Now, Jeff, to answer your question – What is the hook? The hook is always – the children, they are waiting….and their patience is running thin. We continue to lose them as we become “dangerously irrelevant” in Scott McLeod’s words. Our kids are our most valuable resource, let’s not lose this generation.
    In the high school classrooms I observe, I see “learned disengagement” and it’s time to overcome. How do we restore a love for learning in a time of exponential change? Is it possible using an education system as it currently exists? (It’s not just a rhetorical question.)

  5. [Copied my comment over from your other blog because it seems folks are commenting here.]

    This is a thought provoking post that asks a great question while raising many others. I suspect that we need multiple “hooks”. The most compelling hook for me is a response to the sad fact that education as we’ve known it has been failing far too many learners.

    Traditionally, in order to do well in school, an individual has needed strong “academic skills”–the ability to process words that come from the front of a room, an strong aptitude for interacting with the printed word, and proficiency in taking tests. This may over-simplify it a bit, but it’s pretty clear that very few do well in school without these skills.

    Part of the problem is that it is only a relatively small elite who have strong academic skills, and educators are drawn largely from this elite. There have always been way too many otherwise smart people who fail in school because they learn differently. We as teachers have difficulty responding to learners with other learning strengths because it is hard for us to identify with them.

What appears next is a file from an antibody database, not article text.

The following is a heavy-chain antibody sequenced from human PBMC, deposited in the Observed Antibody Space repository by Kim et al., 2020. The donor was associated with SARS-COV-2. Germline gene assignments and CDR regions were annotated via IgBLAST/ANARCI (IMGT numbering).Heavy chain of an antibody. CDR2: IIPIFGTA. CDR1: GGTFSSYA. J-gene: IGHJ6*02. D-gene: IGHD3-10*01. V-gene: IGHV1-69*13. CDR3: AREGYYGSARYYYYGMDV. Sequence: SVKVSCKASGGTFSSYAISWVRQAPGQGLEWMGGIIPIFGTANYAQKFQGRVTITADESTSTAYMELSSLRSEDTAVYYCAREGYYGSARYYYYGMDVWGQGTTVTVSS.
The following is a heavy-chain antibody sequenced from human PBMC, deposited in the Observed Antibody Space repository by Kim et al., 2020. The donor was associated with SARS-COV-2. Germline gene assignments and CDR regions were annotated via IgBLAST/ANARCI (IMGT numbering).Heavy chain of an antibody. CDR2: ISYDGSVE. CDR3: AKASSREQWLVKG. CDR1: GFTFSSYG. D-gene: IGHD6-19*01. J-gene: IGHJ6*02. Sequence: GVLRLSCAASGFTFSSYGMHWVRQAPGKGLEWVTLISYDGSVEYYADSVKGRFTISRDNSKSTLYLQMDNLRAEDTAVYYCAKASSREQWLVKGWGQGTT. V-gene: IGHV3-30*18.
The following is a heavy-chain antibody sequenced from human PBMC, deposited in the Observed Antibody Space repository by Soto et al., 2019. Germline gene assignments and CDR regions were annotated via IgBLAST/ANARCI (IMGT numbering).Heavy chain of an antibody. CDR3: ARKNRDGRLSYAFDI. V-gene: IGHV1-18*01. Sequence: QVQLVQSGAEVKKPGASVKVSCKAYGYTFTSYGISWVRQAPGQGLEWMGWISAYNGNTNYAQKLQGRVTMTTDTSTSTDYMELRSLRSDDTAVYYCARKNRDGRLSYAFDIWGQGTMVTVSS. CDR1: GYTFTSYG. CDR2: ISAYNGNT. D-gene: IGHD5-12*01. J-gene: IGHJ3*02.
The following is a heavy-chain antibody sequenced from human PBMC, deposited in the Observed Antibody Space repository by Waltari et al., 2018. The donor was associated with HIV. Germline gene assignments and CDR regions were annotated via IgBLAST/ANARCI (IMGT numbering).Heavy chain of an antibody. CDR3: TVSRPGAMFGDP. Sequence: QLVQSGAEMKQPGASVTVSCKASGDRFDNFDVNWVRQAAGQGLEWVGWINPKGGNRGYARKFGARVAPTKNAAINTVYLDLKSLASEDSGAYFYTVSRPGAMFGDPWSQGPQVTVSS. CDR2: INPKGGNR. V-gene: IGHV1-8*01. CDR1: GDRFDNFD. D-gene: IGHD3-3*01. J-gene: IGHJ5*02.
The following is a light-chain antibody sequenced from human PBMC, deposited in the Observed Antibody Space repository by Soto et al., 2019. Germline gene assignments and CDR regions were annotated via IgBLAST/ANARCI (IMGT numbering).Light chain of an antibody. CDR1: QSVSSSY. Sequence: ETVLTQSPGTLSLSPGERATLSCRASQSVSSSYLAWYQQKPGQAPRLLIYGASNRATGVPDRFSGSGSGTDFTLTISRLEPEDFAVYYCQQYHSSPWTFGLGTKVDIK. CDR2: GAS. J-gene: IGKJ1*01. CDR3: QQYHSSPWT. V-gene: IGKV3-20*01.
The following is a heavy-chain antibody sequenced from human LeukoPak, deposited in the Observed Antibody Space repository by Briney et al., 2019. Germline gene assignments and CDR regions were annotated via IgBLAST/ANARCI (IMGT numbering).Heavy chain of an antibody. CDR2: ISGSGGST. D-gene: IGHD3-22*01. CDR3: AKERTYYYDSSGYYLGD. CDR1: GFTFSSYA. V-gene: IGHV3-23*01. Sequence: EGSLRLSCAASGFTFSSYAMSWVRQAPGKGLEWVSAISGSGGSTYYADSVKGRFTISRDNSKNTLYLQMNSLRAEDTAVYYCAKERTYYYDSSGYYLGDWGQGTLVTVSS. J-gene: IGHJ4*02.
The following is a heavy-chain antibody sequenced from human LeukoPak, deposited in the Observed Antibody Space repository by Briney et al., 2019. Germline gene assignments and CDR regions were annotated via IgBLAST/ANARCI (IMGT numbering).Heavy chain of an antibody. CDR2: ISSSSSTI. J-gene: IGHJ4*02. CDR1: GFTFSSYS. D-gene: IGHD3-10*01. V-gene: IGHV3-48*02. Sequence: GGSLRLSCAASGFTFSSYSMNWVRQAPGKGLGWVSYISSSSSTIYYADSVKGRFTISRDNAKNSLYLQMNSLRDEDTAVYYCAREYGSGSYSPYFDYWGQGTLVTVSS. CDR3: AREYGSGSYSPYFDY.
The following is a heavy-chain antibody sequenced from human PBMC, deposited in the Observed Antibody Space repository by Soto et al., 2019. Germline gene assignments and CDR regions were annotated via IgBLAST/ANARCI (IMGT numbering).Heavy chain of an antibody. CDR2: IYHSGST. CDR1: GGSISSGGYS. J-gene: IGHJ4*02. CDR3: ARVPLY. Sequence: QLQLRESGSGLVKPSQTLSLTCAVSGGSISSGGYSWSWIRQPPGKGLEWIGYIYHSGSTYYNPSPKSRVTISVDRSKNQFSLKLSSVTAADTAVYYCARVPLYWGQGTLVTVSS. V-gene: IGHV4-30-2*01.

Current research suggests that ALL learners, including those with strong academic skills, benefit from the kinds of approaches that have been long been used in special education–emphasis on visual supports, multi-modal re-enforcement of learning, alternative ways for students to show their learning, etc. It’s worth checking out the work on universal design for learning by CAST at Harvard. I think every educator should read their book “Teaching Every Learner in the Digital Age”, which is available in its entirety online.

    Advances in technology, mean that we now have ways of better engaging learners across the learning-style continuum. We also have wonderful new ways for learners to demonstrate their learning. This is why I love the many new options for digital storytelling.

    So, I believe that one potential “hook” is to emphasize that with the new digital tools that are available, especially those springing to “life” on the web, we can enhance and facilitate learning for ALL learners–for academic stars as well as for many others who have been less successful with our more traditional approaches.